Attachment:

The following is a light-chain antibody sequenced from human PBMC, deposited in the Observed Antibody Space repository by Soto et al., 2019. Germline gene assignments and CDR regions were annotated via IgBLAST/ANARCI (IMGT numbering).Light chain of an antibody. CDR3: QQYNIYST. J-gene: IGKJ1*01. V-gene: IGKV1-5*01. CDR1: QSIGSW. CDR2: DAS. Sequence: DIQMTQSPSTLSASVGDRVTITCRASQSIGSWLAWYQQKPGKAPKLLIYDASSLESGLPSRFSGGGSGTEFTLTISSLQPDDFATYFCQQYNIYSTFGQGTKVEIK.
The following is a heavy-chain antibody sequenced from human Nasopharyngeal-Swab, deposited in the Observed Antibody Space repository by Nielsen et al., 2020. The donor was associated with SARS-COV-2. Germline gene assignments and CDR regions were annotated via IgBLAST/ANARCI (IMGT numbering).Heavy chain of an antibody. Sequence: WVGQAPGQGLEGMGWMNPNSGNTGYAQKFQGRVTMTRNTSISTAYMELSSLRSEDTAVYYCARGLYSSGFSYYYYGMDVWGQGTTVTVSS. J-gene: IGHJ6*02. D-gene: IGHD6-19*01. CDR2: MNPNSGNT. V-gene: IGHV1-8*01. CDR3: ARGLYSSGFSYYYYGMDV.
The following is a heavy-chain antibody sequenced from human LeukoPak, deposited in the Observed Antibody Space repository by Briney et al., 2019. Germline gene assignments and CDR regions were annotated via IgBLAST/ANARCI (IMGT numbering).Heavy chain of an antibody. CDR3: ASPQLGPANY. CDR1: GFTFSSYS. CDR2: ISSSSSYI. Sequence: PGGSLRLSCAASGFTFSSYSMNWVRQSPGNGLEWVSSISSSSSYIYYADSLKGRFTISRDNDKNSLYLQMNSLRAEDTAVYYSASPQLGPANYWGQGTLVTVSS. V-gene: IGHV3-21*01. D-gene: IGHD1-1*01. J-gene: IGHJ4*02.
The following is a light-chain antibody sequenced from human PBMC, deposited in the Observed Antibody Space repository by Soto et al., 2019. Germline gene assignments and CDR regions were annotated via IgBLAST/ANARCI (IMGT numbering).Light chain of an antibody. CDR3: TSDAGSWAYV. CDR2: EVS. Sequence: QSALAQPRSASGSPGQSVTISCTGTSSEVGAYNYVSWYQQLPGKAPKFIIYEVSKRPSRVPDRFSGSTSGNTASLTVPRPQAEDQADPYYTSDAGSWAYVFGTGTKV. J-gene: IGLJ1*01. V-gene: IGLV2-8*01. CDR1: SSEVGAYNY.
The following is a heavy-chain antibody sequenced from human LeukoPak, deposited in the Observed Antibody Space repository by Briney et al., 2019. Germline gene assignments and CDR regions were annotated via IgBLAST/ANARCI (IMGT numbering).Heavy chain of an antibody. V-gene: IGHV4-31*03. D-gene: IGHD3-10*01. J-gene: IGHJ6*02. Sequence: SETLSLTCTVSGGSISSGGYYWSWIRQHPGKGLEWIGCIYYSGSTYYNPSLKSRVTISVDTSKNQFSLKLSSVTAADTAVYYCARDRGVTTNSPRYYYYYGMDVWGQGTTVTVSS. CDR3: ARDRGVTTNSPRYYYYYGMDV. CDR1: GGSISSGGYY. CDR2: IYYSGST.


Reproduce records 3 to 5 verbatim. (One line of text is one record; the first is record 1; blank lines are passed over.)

The following is a heavy-chain antibody sequenced from human LeukoPak, deposited in the Observed Antibody Space repository by Briney et al., 2019. Germline gene assignments and CDR regions were annotated via IgBLAST/ANARCI (IMGT numbering).Heavy chain of an antibody. CDR3: ASPQLGPANY. CDR1: GFTFSSYS. CDR2: ISSSSSYI. Sequence: PGGSLRLSCAASGFTFSSYSMNWVRQSPGNGLEWVSSISSSSSYIYYADSLKGRFTISRDNDKNSLYLQMNSLRAEDTAVYYSASPQLGPANYWGQGTLVTVSS. V-gene: IGHV3-21*01. D-gene: IGHD1-1*01. J-gene: IGHJ4*02.
The following is a light-chain antibody sequenced from human PBMC, deposited in the Observed Antibody Space repository by Soto et al., 2019. Germline gene assignments and CDR regions were annotated via IgBLAST/ANARCI (IMGT numbering).Light chain of an antibody. CDR3: TSDAGSWAYV. CDR2: EVS. Sequence: QSALAQPRSASGSPGQSVTISCTGTSSEVGAYNYVSWYQQLPGKAPKFIIYEVSKRPSRVPDRFSGSTSGNTASLTVPRPQAEDQADPYYTSDAGSWAYVFGTGTKV. J-gene: IGLJ1*01. V-gene: IGLV2-8*01. CDR1: SSEVGAYNY.
The following is a heavy-chain antibody sequenced from human LeukoPak, deposited in the Observed Antibody Space repository by Briney et al., 2019. Germline gene assignments and CDR regions were annotated via IgBLAST/ANARCI (IMGT numbering).Heavy chain of an antibody. V-gene: IGHV4-31*03. D-gene: IGHD3-10*01. J-gene: IGHJ6*02. Sequence: SETLSLTCTVSGGSISSGGYYWSWIRQHPGKGLEWIGCIYYSGSTYYNPSLKSRVTISVDTSKNQFSLKLSSVTAADTAVYYCARDRGVTTNSPRYYYYYGMDVWGQGTTVTVSS. CDR3: ARDRGVTTNSPRYYYYYGMDV. CDR1: GGSISSGGYY. CDR2: IYYSGST.